Is Life Time Group Holdings Inc. (LTH) a Good IPO Stock to Buy?
The fitness industry had been hit hard during the pandemic, as gyms were forced to temporarily close all of their locations and reimburse a large chunk of the yearly membership fees they collected. Now, gyms across the globe are emerging from this period of lockdowns and may be presenting the market with a favorable investment opportunity.
Last week, gym chain LTH Holdings Inc. (LTH) debuted on the NYSE, offering 39 million common shares at $18 per share, raising $702m in the process.
LTH primarily engages in designing, building, and operating multi-use sports and athletic, professional fitness, family recreation, and spa centers in a resort-like environment. With around 700 locations, LA Fitness clubs are usually set in residential locations of most metropolitan areas in the United States and Canada.
The company proposes high-end health and wellness solutions for its customers. It offers fitness centers with equipment, locker rooms, group fitness studios, indoor and outdoor pools, and bistro. Many of these facilities also include indoor and outdoor tennis courts, basketball courts, LifeSpa, LifeCafe, childcare, as well as Kids Academy learning spaces.
Today, I will analyze the LTH’s fundamentals, valuation metrics, and growth prospects to estimate if the fitness chain presents a good investment opportunity after its IPO.
LTH’s financials have slightly rebounded after the opening of its centers, but the company still remains unprofitable
Since it’s listing on Thursday, LTH’s stock has gained 1.9%. This comes as no surprise as the IPO had not been highly anticipated compared to other companies that recently went public. The inability to turn a profit has also led to a lack of excitement surrounding the company’s offering.
LTH’s net sales declined significantly in 2020, down 50.1% to $948.3m, following the Covid-19 lockdowns that negatively impacted most of the company’s recreational centers. In 2021, analysts are expecting a moderate rebound of LTH’s activity, up 8.8% year-on-year to $1.03b. In addition, the cost of revenues is expected to accelerate in the same period, up 6.6% to $703.5m in 2021, weighing on the company’s bottom line.
While the company posted a net loss of $360m in 2020, its yearly loss is expected to accelerate to $406.6m this year, a warning for current and future shareholders.
In terms of balance sheet, LTH’s net debt increased over the past few years, establishing at $4.03b in 2020, up 8.07% year-on-year. LTH’s free cash flow generation is expected to decrease steeply in 2021, down 21.47% to -$283.9m. This steep decline in LTH’s free cash flow comes despite the drastic CAPEX cut observed since the beginning of the pandemic, down more than 60% to $219.2m.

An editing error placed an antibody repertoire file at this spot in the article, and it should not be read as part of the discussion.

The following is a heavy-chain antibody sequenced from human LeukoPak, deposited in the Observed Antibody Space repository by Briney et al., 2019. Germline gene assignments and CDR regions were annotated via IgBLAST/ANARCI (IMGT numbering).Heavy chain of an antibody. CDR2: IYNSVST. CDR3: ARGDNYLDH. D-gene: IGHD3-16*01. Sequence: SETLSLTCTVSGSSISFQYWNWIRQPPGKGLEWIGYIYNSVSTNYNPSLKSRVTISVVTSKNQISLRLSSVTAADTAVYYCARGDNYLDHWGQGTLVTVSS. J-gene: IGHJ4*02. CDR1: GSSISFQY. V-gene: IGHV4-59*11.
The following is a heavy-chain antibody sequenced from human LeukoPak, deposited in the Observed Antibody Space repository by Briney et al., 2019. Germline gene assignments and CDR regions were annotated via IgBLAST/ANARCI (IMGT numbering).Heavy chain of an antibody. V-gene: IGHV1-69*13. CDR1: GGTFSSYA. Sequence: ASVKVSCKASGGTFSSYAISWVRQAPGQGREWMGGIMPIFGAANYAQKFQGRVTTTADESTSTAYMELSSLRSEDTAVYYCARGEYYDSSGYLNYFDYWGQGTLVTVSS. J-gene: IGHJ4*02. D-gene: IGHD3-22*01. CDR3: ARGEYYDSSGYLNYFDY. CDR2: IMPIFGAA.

The valuation of the company is currently trading at a reasonable P/S ratio of 3.31x, but its P/B ratio is stretched, with a price twice as high as its book value, which is pretty expensive for a company that is not yet profitable.
Management’s good track record and the virtualization of its product offering should provide opportunities in the long-term
As the world reopens its economies, LTH management is set to increase the holding’s profitability. Management demonstrated it before the pandemic when the holding was delivering a healthy operating margin of 9.29% in 2019 and 11.4% in 2018.
On top of that, LTH has taken advantage of the lockdowns in 2020 to diversify its online fitness offering. The company’s digital products have been enriched with live streaming fitness classes, remote goal-based personal training, nutrition, weight loss support, curated health, fitness, and other wellness content. LTH also provides Apple Fitness+ access, enabling its customers to track health and wellness data.
This shift should provide opportunities for the group in the long term, enhancing the company’s earnings and bottom line. While it will take time to ramp up those offerings to generate substantial results, the risk-reward is skewed to the downside at today’s stock price.
The COVID-19 presented many companies across a wide range of industries with new challenges to overcome, none as difficult as the complete shutdown of revenue generating activities.
For LTH, closing their doors to the public rendered their business model useless. However, taking out debt in order to stay afloat as well as diversifying their product offering was enough to stay afloat.
I believe as LTH recovers from the forced lockdowns of covid and as the trend of working out at home wanes, LTH is poised to make significant strides in terms of recovering financials. Therefore, I believe LTH presents long-term investors with a new opportunity to ride yet another recovery play.